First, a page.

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sp99u4le1 - ROIECT @Ceanogmphy Seagrasses and Mangroves...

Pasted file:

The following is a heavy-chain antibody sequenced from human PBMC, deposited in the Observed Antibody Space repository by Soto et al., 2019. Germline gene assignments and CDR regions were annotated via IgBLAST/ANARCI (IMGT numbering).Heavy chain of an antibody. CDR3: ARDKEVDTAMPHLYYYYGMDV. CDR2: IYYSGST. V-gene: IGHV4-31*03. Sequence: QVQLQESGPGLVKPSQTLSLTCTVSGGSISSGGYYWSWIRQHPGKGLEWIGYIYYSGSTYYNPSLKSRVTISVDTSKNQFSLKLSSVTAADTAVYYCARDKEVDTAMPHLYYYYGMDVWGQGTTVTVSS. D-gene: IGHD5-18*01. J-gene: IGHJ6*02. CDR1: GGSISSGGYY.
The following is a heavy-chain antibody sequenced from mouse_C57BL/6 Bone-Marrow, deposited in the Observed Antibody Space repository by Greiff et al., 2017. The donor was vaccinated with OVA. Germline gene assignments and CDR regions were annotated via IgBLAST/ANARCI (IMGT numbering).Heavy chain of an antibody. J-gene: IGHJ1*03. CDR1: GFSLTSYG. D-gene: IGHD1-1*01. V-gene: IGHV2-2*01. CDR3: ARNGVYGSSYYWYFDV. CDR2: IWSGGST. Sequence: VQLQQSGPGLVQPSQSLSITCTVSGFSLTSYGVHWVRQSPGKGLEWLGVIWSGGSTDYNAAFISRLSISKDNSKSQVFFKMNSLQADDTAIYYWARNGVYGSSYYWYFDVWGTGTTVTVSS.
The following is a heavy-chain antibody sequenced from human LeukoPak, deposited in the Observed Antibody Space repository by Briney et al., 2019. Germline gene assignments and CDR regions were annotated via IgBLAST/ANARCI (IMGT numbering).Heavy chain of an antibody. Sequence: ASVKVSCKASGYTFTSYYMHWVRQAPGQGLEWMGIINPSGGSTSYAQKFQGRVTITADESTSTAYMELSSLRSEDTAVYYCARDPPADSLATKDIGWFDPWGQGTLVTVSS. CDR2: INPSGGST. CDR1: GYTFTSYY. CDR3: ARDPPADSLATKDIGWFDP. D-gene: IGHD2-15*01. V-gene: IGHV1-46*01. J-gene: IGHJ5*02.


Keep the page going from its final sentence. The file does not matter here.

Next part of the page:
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Unformatted text preview: ROIECT @Ceanogmphy Seagrasses and Mangroves Unit IV. Problems and Solutions Lesson I: Seagrasses and Mangroves In today’s program we will begin a unit concerned with the problems and solutions that face our wetlands, oceans and fisheries. Our first lesson focuses on examples of diverse ecosystems and communities. Both are excellent examples of diverse ecosystems. Lesson Objectives 0 Students will be able to identify the common species of mangroves and seagrasses and recognize the importance of seagrass and mangrove systems as habitats for a wide diversity of organisms as well as understanding their ecological importance to humans 0 Students will gain an understanding of the structure of mangroves and seagrasses and how these plants are adapted to survive. 0 Students will be able to construct food webs typical of mangrove and seagrass systems. Vocabulary Words: embayments, halophytes, rhizome, lenticels and propagules What are the Seagrasses and Mangroves? Two very productive ecosystems are ecologically and economically important parts of subtropical areas: seagrass meadows and mangrove fringes or forests. These systems are named for the flowering plants that form the bases of the communities (see figure 1 for general diagram on the following page). Five seagrasses occur commonly along Florida’s coasts: Halodule wrightii (shoal ©Project Oceanography grass), Ruppia maritima (widgeon grass), Syringodium filiforme (manatee grass), Halophila engelmannii (star grass), and Thalassia testudinum (turtle grass). Some of the names indicate the organism that eats the grass (manatee grass) while others indicate where the grasses are found (shoal grass). These seagrasses are 6 Problems and Solutions l: Seagrasses and Mangroves ROIECT @ceanogmphy Seagrasses and Mangroves submerged vegetation that exist in turbid. There are several large the intertidal and subtidal areas of seagrass meadows remaining in embayments. Because the plants Florida. Florida Bay, a part of the need sunlight to photosynthesize, Everglades National Park, has an they tend to grow in shallow water extensive seagrass area. and in areas where waters are not There are many different kinds of seagrasses. Each looks a little different from the other. Diagram 1 shows a few of the different seagrasses worldwide. The following are seagrasses that are found in the intertidal regions along the Florida Coast. D E A. Star Grass (Halophila) B. Widgeon Grass (Ruppia) . Manatee Grass (Syringodium) D. Turtle Grass (Thalassia) E. Eelgrass (Zostera) ©Project Oceanography 7 Problems and Solutions l: Seagrasses and Mangroves ' OIECT ceanography Seagrasses and Mangroves More than seventy species of mangroves exist worldwide, with three species occurring in Florida: Rhizophora mangle (the red mangrove), Avicennia germinans (the black mangrove), and Laguncularia racemosa (the white mangrove). The common names typically refer to the color of the bark or surface just below the bark of the trees. These plants are halophytes. That is they thrive in salty environments. However, the presence of salt in the environment is not a requirement for growing mangroves. They tend to grow faster and larger in areas along riverbanks where there is freshwater. ln mangrove forest areas, single types of mangroves dominate. Such forests occur in southern Florida. Florida a currently has about a half million acres of mangrove remaining. How do These Plants Survive? Seagrasses The environment that seagrasses live in is salty, wet, and turbulent. In order to survive, plants must have special adaptations. Seagrasses have roots, stems, and flowers just like other flowering plants. However, they do not reproduce through pollination alone. They can reproduce through a asexual reproduction. They have a special organ beneath the sediment surface called rhizomes that produce shoots. A root anchors each shoot and the shoots grown from a common rhizome are called clones. A clone is an exact genetic replicate of the parent plant. In this way, large areas of seagrass meadows may actually be a single individual with several parts that are all connected by the rhizome. The rhizome is also important in gas exchange. ©Project Oceanography Seagrasses are angiospenns. That is, they produce both asexually and sexually. Seagrasses also reproduce via seeds. Female plants retain seeds in special blades that are fertilized by free-floating sperm released by male plants. The seeds are released and distributed by the currents and fall to the bottom of the root. The root structure of the seagrasses is very important for supporting the plant, and the holding the soil in the tidal areas so that it is not removed with erosion. For one genus, Thalassia, the roots are very long — up to 5 feet. The long roots help to hold the plants in place. Other seagrass groups generally have short, thin roots that function more in nutrient uptake and gas exchange than in anchoring the plants. 8 Problems and Solutions l: Seagrasses and Mangroves Eggnogmphy Syringodium has a round blade, which makes it unique among the seagrasses. The blade’s shape and size is important for all seagrasses. This is the part of the plant that extends above the surface. The blade slows down the flow of water across its surface, resulting in Like seagrasses, mangroves have a number of specializations that allow them to survive in a salty, wet environment. The most distinctive of the mangroves in Florida is the red mangrove. It is typically the most seaward of the mangroves where forest zonation occurs. The tangle of prop roots that extend from the tree allow it to anchor and to take up nutrients over a large area. ©Project Oceanography Reproduction. Left: Female plants retain seeds in special blades that are fertilized by free-floating sperm released by male plants. The seeds are released and distributed by the currents, falling to the bottom of the root. Right: Asexual reproduction through growth of a rhizome which produces shoots that are clones of the original plant. Seagrasses and Mangroves sediment and other particles dropping among the stems. In this way, the seagrasses trap sediment and can stabilize movement of sediment. Trapped sediments can also provide additional nutrients for continued growth of the seagrasses. 3?» Elm”. ’52? The prop roots are also the main breathing organs for the plants, especially when the tide is high. The roots have special pores called Ienticels that are open at low tide to allow air to diffuse into the plant and down to the submerged roots. At high tide, these Ienticels are closed, preventing the roots from becoming too wet inside. The submerged root of the mangrove excludes much of the salt from water that enters the plant by ultrafiltration. The red mangrove is very efficient at this. Thus, the water that is inside of the plant is relatively fresh. The red mangrove leaves are dark green and 9 Problems and Solutions l: Seagrasses and Mangroves PROIEEnTnography relatively “tough”. They have a thick, waxy cuticle on the upper surface. The leaves also manufacture chemicals that deter insects and other animals from eating the leaves (typically little insect damage can be seen on red mangrove leaves in the field). The black mangrove also has unique specializations. The roots of this tree are also aerial, extending out of the ground as pneumatophores (for gas exchange). The size and number of the pneumatophores can vary greatly among trees of similar sizes and in similar habitats. Some pneumatophores can be as long as 30 cm. Unlike the red mangrove, the roots of the black mangroves contain chlorophyll and can photosynthesize, increasing the ability of the plant to absorb solar energy. Black mangroves also have lenticels, but these are usually found on the lower trunks of the plants rather than on the roots. The black mangrove excretes salt from special structures on the upper surfaces of the leaves referred to as “salt glands”. This helps to decrease the salt content of the water inside of the trees. Black mangrove leaves are also dark and waxy. The black mangrove is the most tolerant of colder temperatures, thus it tends to occur further north along the coasts of Florida than the other two dominant species. The white mangrove does not have aerial roots. It is typically the most landward of the mangroves, ©Project Oceanography Seagrasses and Mangroves sometimes seen as part of home landscapes in upland areas. Like the black mangrove, the white mangrove has small “salt glands” on the surface of leaves. The leaves of this mangrove are light green. it does not have the chemical defenses against insects and other animals found in the black and red mangroves. Therefore, its leaves can be severely damaged by these animals. All three genera of mangrOves in the Florida area have interesting methods of reproduction. Their flowers are pollinated in part by bees and by crabs. Some beekeepers in Florida place hives near mangrove fringes in the spring to add a distinctive flavor to the bee honey. The mangrove tree crab (Aratus pisonil) has been observed with pollen grains attached to hairs on the legs, moving between flowers to eat portions of the blooms. It is likely that some pollination occurs from this activity. Each tree produces seeds that sprout while still on the tree, forming propagules. These propagules mature and then drop to the ground or water surrounding the mangrove trees. They may sprout near the parents or they may be carried away on currents and be deposited elsewhere. The red mangrove propagule is particularly well developed for water transport. It has a tough outer covering and a 10 Problems and Solutions |: Seagrasses and Mangroves PROJECT ceanogmphy Seagrasses and Mangroves cylindrical shape. The fruits can float Therefore, when the fruit floats into for several months and still produce shallow water, there is a tendency a tree when in the proper for the heavy end to become stuck in environment. The end of the fruit the sediment. This allows the that will grow roots is heavier than correct growth orientation for the the end that will produce leaves. plants. Figure 2. Mangrove Seed Distribution. Fertilized seeds drop from mature plants into the water or mud. Either they will stick into the mud and take root, or float with the tide and currents until they land on shore. What Kinds of Organisms are Found in Seagrass and Mangrove Systems? Seagrasses and mangroves are grow upon the blades of the thriving but delicate habitats, and seagrasses are called epiphytes. many animals depend on the Most of these epiphytes are small estuary for life. Some of the (microepiphytlc) and large “trademark” Florida animals such as (macroepiphytic) algae. Epiphytes pelicans and manatees are can cover the blades of the associated with seagrasses and seagrasses and compete with the mangroves. Other kinds of host plant for light and nutrients. In organisms such as marine bacteria some more tropical areas, coralline form important parts of the mangrove algae associated with seagrasses and seagrass systems. The likely contribute significantly to sand contributions of these tiny organisms formation in shallow coastal waters. have not been well studied, so we Seagrasses also supply food for will not detail them here. grazers that move over their blades. Seagrass meadows harbor a variety Grazers range in size from those that of plants and animals. Plants that harvest epiphytes to those that ©Project Oceanography 11 Problems and Solutions l: Seagrasses and Mangroves ROIECT ceanogmphy consume patches of seagrass. One of the largest grazers is the manatee (Sirenia). These animals can consume 10 to 15% of their body weight a day. For a 1000 pound animal that is not travelling, about 100 to 150 pounds of vegetation are consumed per day. When traveling or pregnant, the consumption may be higher! Sea turtles will also include seagrasses as a part of their diets. Other grazers like sea urchins (Echinodermata) can feed as individuals or in large groups. Herds of sea urchins can eat wide paths through seagrass beds. Crustaceans are common to the seagrasses and mangroves. Several types of hermit crabs live in and around seagrasses. These crabs must find an empty gastropod shell to cover their soft abdomens. Some hermit crabs patrol the edges of seagrass beds collecting shells mmam trapped by the grasses. WE” Most ‘ ‘- also eat FIIMRV I . pnoaaxnou— s comm pa 0 ’1 n 4 ‘- j— z a u. 10 momma" — ~ A. (micro-algae) epiphytes from grass blades or consume detritus. One Species from ©Project Oceanography Seagrasses and Mangroves Florida, Pagurus mac/aughlinae, scrapes epiphytes from the blades and uses the rhizomes as an underground “subway” for movement around the seagrass bed. Smaller grazers include crustaceans like copepods (3-10 millimeters long). These crustaceans live among the blades and harvest epiphytes. The arrow shrimp (Tozeuma carolinense) has a transparent body and feeds on epiphytes. The green and brown colors of the epiphytes can be seen in the guts of the shrimps, giving the animals a form of camouflage! The shrimp lie along the length of the seagrass blades and become almost invisible against the grass background. Seagrasses also produce a large amount of detritus (blades that are dead or dying), creating material for use by organisms in both marine and terrestrial systems. Detritivores Yna'tlrnivores TAMPA 5" FOOD [RAIN Hid-carnivores <E§=n Ki111f1sh no Sea caztish ‘deuiter s "(tsp (organisms that feed on detritus) and marine bacteria help to break down 12 Problems and Solutions I: Seagrasses and Mangroves ROIECT @ceanogmphy the grass blades and to recycle. Birds such as the reddish egret (Egretta rufescens), the great blue heron (Ardea herodias), brown pelican (Pelicanus occidentalis), and the anhinga (Anhinga anhinga) are found frequently foraging in and around the seagrass meadows. At low tide, a variety of gulls and other wading birds pick through exposed seagrass for crustaceans and fish. Other animals with commercial value are associated with seagrass meadows. A variety of crustaceans, including juvenile blue crabs (Callinectes sapidus) and shrimps (Penaeus species), live in and around the grassbeds. Mangrove fringes and forests are extremely important habitats for a variety of plants and animals. In Florida, over 220 species of fish, 24 species of reptiles and amphibians including turtles, snakes and frogs, 18 species of mammals, and 181 species of birds depend on mangroves for nesting, for food, and for refuge as adults and/orjuveniles. Many algal species as well as vines and coastal plants are common occupants of the mangrove habitat. Some of the larger users of mangrove areas are the Florida panthers (Fe/is concolor). Panthers use mangrove areas as part of their hunting range, finding prey such as raccoons (Procyon Iotor), mink (Mustela vison), deer and rabbits. In the Everglades, crocodiles are found in mangrove areas (Crocodylus acutus). Foxes and raccoons are common inhabitants of fringe mangroves. Fish including snook ©Project Oceanography Seagrasses and Mangroves nutrients in the system. (Centropomus undecimalis), snapper (Lutjanus griseus), jack (Caranx hippos), red drum (Sciaenops ocellatus), and sheepsheads (Archosargus probatocephalus) are dependent on mangrove areas for food along parts of the Florida coast. Birds such as the brown pelican (Pelicanus occidentalis) nest in the mangroves on islands and in mangrove fringe. On islands, the nestlings are safer from climbing predators such as raccoons. The peregrine falcon (Fa/co perigrinus) and the bald eagle (Haliaeetus Ieucocephalus) and other birds of prey may use mangroves for temporary roosts and as hunting grounds in Florida. Mangroves also serve as nesting or roosting areas for wood storks (Mycteria americana), white ibis (Endocimus albus), roseate spoonbills (Ajaia ajaja) and diving birds such as cormorants (Phalacrocorax spp). Among the interesting crustaceans that are part of the mangrove system, is the mangrove tree crab (Aratus pisonil). This animal is most unusual. Considering its size and the fact that it has a heavy outer 13 Problems and Solutions l: Seagrasses and Mangroves ROIECT ceanogmphy Seagrasses and Mangroves The land hermit crab is collected and sold in the pet market. There is also one type of land shrimp associated with mangroves. It comes out of the water and feeds on the prop roots. However. this shrimp (Merguia rhizophorae) is found only in tropical mangrove forests. covering called an exoskeleton, it has a vertical ability that rivals the A wide variety of mollusks best human athlete. It can vertically (gastropods-snails and bivalves- jump a half of a meter! It is an oysters, clams and mussels) are arboreal crab, living in the tree found in mangrove areas. The canopy for much of its life. Another bivalves form an important part of arboreal crab found in the the root community, providing food mangroves of Florida is the land and shelter for other organisms. hermit crab (Coenobita clypeatus). ©Project Oceanography 14 Problems and Solutions l: Seagrasses and Mangroves ROIECT ceanogmphy Seagrasses and Mangroves Why are Seagrasses and Mangroves Important to Humans? Seagrass meadows are generally important feeding grounds and refuges for commercially important . '4_.TIDAL . IIIIHVIAYII IIACRAII MAIIMVI IALT nulu "avatar", . ‘ "nun - I LWE gun! or TMI VAIOON benthic invertebrates and some species of fishes. In addition to being a feeding ground for juvenile fish, many fish use the area as a nursery to lay eggs, or for the young to mature into adults. In the seagrasses and mangrove roots, juvenile fish can not be easily seen. in the figure above, the life cycle of the tarpon can be followed. The as part of their lives must be spent in the lower salinity waters in the mangrove forests and seagrass meadows. SNOOK LIFE CYCLE The fiorida lobster (Panularis argus) also spends a part of its "ammwh juvenile existence in seagrasses and in mangrove areas. The pink shrimp (Penaeus duorarum) can also be found in seagrass meadows. Juvenile seatrout, spot, striped mullet and silver perch are found commonly in seagrass meadows of Florida. Snook use the meadows for feeding and refuge ~ during their life cycle. Mangrove areas are important for several species of commercially important fishes. The mangrove root community contains fish such as the sheepshead minnow, the sailfin molly, the pinfish and the long nose killifish. While these are not commercially important, they do form a vital component of the food used by juvenile snook, seatrout and tarpon. snook follow a very similar pattern. Both fish spend part of their time in the ocean and in the brackish waters of the wetlands. Without the wetlands serving as a nursery, there would be no more snook, or tarpon, ©Project Oceanography 15 Problems and Solutions I: Seagrasses and Mangroves ROIECT @ceanogmphy Mangroves and seagrasses serve as filters for excess nutrients in runoff water from over-fertilized lawns and farms. The nutrients captured by the plants are phosphorus and nitrogen, which the seagrasses and mangroves need for healthy growth. By removing these materials from the water and turning them into plant material, mangroves and seagrasses help to maintain important nutrient balances in their habitats. Fringing mangroves are buffers for storms and waves that enter estuaries. The mangrove roots help to dissipate the energy from waves, :2 %’DID You KNOW? Seagrasses and Mangroves lessening the amount of shore erosion. Areas cleared of protective mangroves suffer erosion, usually requiring artificial stabilization from seawalls or similar structures. From the landward vantage, the mangroves act as a sediment trap for materials that originate on land. By trapping this sediment, mangroves help to keep the water of surrounding areas from being turbid. High turbidity can affect how well submerged plants, such as seagrasses, photosynthesize. .3 Fish and other animals depend on seagrasses for oxygen and food. 3; Seagrasses play many important roles in the environment. Seagrasses provide food, oxygen, a refuge, a nursery ground for juvenile fish and sediment stabilization .3 Mangroves are trees that live at or near the water's edge in protected marine habitats. This means that you are likely to find mangroves along calm banks, but you won't find them on wave-beaten ocean shores. .2. Mangrove Trees are unique in that they: 0 Are tolerant of high soil salinity. o Are tolerant to submergence in water or waterlogged soil, and to low oxygen conditions. - Reproduce by means of specialized seeds called "propagules." 0 Use water to disperse young plants. If you find any interesting facts, or have any questions that you would like to share with the staff at Project Oceanography, please feel free to call us live , % during the show at 1-888-51-OCEAN. Or, e-mail us anytime at ( pjocean@marine.usf.edu Your questions will be answered via e-mall, or on the air during a broadcast. Visit our website at http://www.marine.usf.edu/pjocean ©Project Oceanography 16 Problems and Solutions l: Seagrasses and Mangroves ROIECT @ceanogmphy Seagrasses and Mangroves Student Information Sheet l Seagrass meadows and mangrove fringes or forests are very important in subtropical regions in the world. These systems are named for the flowering plants that form the base of the communities. Seagrasses are submerged vegetation that exists in the intertidal and subtidal areas of embayments. There are more than seventy species of seagrasses that exist worldwide! Seagrasses have roots, stems, and flowers just like other flowering plants. There are only four species of mangrove trees: the buttonwood, the white mangrove, the black mangrove, and the red mangrove. Mangrove trees have pneumatophores, or prop roots that help them to absorb nutrients, and breathe in the wet environment. The lenticels (air holes) close during high tide, so that the tree does not drown. The lenticel is important to the mangrove tree because is takes ©Project Oceanography in the necessary carbon dioxide the plant needs to photosynthesize. Remember from other units, photosynthesis is the process by which plants use carbon dioxide to produce oxygen and energy. Seagrasses can reproduce through seeds, called propagules. A propagule is a seedpod that protects the seed before it sprouts. These drop from the blades and are dispersed by the currents in the water. Seagrasses also produce clones. This is when a shoot grows from a subsurface root and is genetically identical to the original plant. The seagrasses and mangrove trees are halophytes. That means they thrive in salty environments. However, they tend to grow faster and larger in areas along riverbanks where there is freshwater. 17 Problems and Solutions I: Seagrasses and Mangroves Eggnogmphy Hingroves and Marsh Grasses pnxmav , . TPRODUCTION— :F—ssconmav PRouucnon w .v 7 . Phytovumon — (micro—algae) Zo-ullnkton I'V '* ,. 4m ‘7‘ Herbivores Animals such as pelicans, crabs, snook, manatees and other fish are associated with seagrasses and mangroves. Other kinds of organisms such as marine bacteria, and algae form important parts of the mangrove and seagrass systems. Animals use mangroves and seagrass meadows for many reasons. One of the primary reasons is for a nursery. Larval and juvenile fish can mature in the ©Project Oceanography v“. -__.«__. fl. ,.w__“~_Wucw_mW‘mu-“WWWW Seagrasses and Mangroves ® TAMPA BAY roan cmn Top—Carnivores Sac trout Southern f10unde Redf‘l sh Shook Tarpon Mid-carnfvores K111if15h Spot Sea catfish Tidewater silver I Pinfish sid' brackish waters before entering the open ocean as adults. This pattern works well for the fish because they use the seagrass and mangrove roots as protection. Mangroves and seagrasses serve as filters for excess nutrients in runoff water from over-fertilized lawns and farms. Often, the nutrients captured by the plants are phosphorus and nitrogen. Seagrasses and mangroves for healthy growth need these. 18 Problems and Solutions I: Seagrasses and Mangroves R0 I E CT ceanogmphy Seagrasses and Mangroves :3 %J>li> YOl/t KNOW? .3 Fish and other animals depend on seagrasses for oxygen and food. .3 Seagrasses play many important roles in the environment. They are food, provide oxygen, a refuge, a nursery ground for juvenile fish and sediment stabilization .3 There are more than seventy species of seagrasses worldwide! .3 Mangroves are trees that live at or near the water's edge in protected marine habitats. This means that, you are likely to find mangroves along calm banks, but you won't find them on wave-beaten ocean shores. .3 Mangrove Trees are unique in that they: Are tolerant of high salinity. Are tolerant to submergence in water or waterlogged soil, and to low oxygen conditions. Use water to disperse young plants. If you find any interesting facts, or have any questions that you would like to share with the staff at Project Oceanography, please feel free to call us live ,( during the show at 1-888-51-OCEAN. Or, e—mail us at pjocean@marine.usf.edu Your questions will be answered either via e-mail, or on the air during a broadcast. Visit our website at httpzllwww.marine.usf.edulpjocean J; ©Project Oceanography 19 Problems and Solutions l: Seagrasses and Mangroves PROIECT ceanogmphy Seagrasses and Mangroves Activity l: Seagrass and Mangrove Crossword Puzzle Objective: The students will fill in the vocabulary words that match the definitions below. As they complete the definitions, have the students place the correct vocabulary word into the crossword puzzle. ©Project Oceanography 20 Problems and Solutions I: Seagrasses and Mangroves ROIECT ceanography Seagrasses and Mangroves Across 1. A Mangrove grows in a wetland. 2. are specialized structures from the roots used in respiration. 3. live on the mangrove trees, and help pollinate the trees. 4. is produced by plants from carbon dioxide. 5. Mangroves provide for juvenile fish 6. mature and then drop to the ground or water surrounding the mangrove trees. They may sprout a new tree. 7. is an area where water saturates the soil for several months of the year, usually during the growing season. 8. are submerged vegetation that exist in the intertidal and subtidal areas. 11. Prop make a mangrove tree look as if it were walking. Down 6. A chemical process by which plants make energy. 8. are heavier on one end than the other, and float in the water until they settle in the mud and sprout a new seedling. 9. Mangrove tree secrete salt 10. are the species of which are mostly low trees growing in marshes or tidal shores. 12. Mangrove trees provide a ground for juvenile fish. 13. A corky slash or spot appearing on plant bark, that allows for the exchange of gases between the atmosphere and inner tissue. 14.A semi-enclosed body of water surrounded by land, with an opening to the sea. 15. Snook and trout are these. 16. A bay, or baylike formation. ©Project Oceanography 21 Problems and Solutions |: Seagrasses and Mangroves PROJECT ceanogmphy Seagrasses and Mangroves Teacher Answer Key m—Lzmg—«Jmug 14 E 7 S Li A R Y ©Project Oceanography 22 Problems and Solutions I: Seagrasses and Mangroves ...